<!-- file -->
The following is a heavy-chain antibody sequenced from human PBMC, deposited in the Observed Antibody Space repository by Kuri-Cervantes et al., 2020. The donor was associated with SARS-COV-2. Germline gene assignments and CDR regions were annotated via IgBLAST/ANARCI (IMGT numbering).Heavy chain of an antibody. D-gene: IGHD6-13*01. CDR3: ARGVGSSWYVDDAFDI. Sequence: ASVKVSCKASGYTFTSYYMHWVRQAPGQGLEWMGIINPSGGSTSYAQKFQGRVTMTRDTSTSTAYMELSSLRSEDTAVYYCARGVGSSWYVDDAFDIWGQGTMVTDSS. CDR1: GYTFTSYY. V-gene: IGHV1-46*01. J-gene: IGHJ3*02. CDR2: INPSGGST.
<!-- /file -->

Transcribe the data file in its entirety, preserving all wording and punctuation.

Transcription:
The following is a heavy-chain antibody sequenced from human PBMC, deposited in the Observed Antibody Space repository by Kuri-Cervantes et al., 2020. The donor was associated with SARS-COV-2. Germline gene assignments and CDR regions were annotated via IgBLAST/ANARCI (IMGT numbering).Heavy chain of an antibody. D-gene: IGHD6-13*01. CDR3: ARGVGSSWYVDDAFDI. Sequence: ASVKVSCKASGYTFTSYYMHWVRQAPGQGLEWMGIINPSGGSTSYAQKFQGRVTMTRDTSTSTAYMELSSLRSEDTAVYYCARGVGSSWYVDDAFDIWGQGTMVTDSS. CDR1: GYTFTSYY. V-gene: IGHV1-46*01. J-gene: IGHJ3*02. CDR2: INPSGGST.